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Experts Weigh In On FDA's Role Combating Opioid Epidemic
President Trump’s newly appointed FDA Commissioner, Scott Gottlieb, told his first gathering of agency staff last week that “unquestionably, our greatest immediate challenge is the problem of opioid abuse.”
Gottlieb said the opioid epidemic is “a public health crisis of staggering human and economic proportion” and is a problem that the FDA “cannot solve alone.” But the FDA has an important role to play by “giving health care providers the tools to reduce exposure to opioids to only clearly appropriate patients.”
The new Commissioner, who was previously senior advisor to former FDA commissioner Mark McClellan and was later Deputy Commissioner, acknowledged work already done but said “the epidemic has continued to grow.”
“I’ll be working with FDA’s senior career leadership and in the coming weeks hope to have more to say on how we take even more forceful steps to address this crisis,” Gottlieb told his staff.
“Addressing this tragedy is going to be one of my highest initial priorities.”
What does the field think?
Industry magazine MedPage Today polled a cross-section of physicians and academics to get a feel for Gottlieb’s remarks. Answers ranged from “Yes! Absolutely!” to a clear and simple “No.”
But all responses reveal thoughtfulness, if not agreement, on how the FDA should proceed.
(Answers have been edited for brevity.)
Q1: Do you agree that combating opioid abuse should be the agency’s top priority? If not, what would you pick?
“Yes, wholeheartedly! We are seeing a devastating increase in fentanyl and heroin use in our communities with increased rates of admissions and deaths.” Petros Levounis, MD, Rutgers University
“I agree that combating opioid abuse, specifically prescription opioid abuse and overprescribing, should be a top priority of the FDA.” Dessa Bergen-Cico, PhD, Syracuse University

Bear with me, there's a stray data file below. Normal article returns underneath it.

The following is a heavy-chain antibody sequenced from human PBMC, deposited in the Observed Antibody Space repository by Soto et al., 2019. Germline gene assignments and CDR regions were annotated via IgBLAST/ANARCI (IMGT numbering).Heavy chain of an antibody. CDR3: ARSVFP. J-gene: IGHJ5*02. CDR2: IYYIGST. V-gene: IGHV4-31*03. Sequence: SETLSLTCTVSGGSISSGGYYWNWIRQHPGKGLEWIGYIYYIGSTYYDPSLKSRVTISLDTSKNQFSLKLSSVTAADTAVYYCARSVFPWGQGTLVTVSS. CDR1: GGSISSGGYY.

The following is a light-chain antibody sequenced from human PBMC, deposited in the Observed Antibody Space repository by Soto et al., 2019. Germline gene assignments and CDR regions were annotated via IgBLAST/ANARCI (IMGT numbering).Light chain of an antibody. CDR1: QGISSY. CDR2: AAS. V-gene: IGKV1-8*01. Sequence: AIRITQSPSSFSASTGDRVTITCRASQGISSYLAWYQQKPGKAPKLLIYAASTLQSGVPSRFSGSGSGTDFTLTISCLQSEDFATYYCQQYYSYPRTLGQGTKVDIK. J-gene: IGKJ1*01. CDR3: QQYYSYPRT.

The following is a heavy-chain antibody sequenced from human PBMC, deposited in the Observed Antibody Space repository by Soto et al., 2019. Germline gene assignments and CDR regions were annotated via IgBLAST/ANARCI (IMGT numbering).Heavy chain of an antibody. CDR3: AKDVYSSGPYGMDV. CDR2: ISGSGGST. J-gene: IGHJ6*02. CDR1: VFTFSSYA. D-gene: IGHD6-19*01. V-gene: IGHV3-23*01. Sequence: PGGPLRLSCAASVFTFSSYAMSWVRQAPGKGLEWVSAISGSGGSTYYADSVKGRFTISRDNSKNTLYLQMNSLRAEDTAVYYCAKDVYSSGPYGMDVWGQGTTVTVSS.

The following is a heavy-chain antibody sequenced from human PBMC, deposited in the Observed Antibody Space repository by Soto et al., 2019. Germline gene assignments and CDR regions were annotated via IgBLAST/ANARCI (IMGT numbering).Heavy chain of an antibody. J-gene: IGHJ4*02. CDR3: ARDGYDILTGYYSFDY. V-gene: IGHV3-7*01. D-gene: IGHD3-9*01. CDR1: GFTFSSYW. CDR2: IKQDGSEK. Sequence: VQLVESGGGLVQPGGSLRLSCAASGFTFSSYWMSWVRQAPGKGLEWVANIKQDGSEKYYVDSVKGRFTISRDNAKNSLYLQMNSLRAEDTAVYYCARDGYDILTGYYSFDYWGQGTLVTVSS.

“No. Combating opioid abuse should be a priority, but not the top priority for the FDA. The FDA’s top priority should be combating the needless increase in the cost of prescription medications.” Timothy A. Collins, MD, Duke University
“I do not believe the FDA can do anything truly transformative to combat this problem. Where the FDA may help is in facilitation of the development of medications for…opioid and other drug use disorders [which have] received little priority from the pharmaceutical industry for a variety of reasons including…lack of financial incentives.” Peter R. Martin, MD, Vanderbilt University
“Yes. With no infectious epidemics raging and the death toll from opioids rising, it is a top priority. But I would put easing regulations for electronic cigarettes as a close second.” Sally Satel, MD, American Enterprise Institute
“FDA should really focus on the pipeline issues related to the opioids…and pain management related treatments more broadly. The immediate issues are the purview of the DEA, CDC, SAMHSA, CMS, not FDA.” Jason M. Hockenberry, PhD, Emory University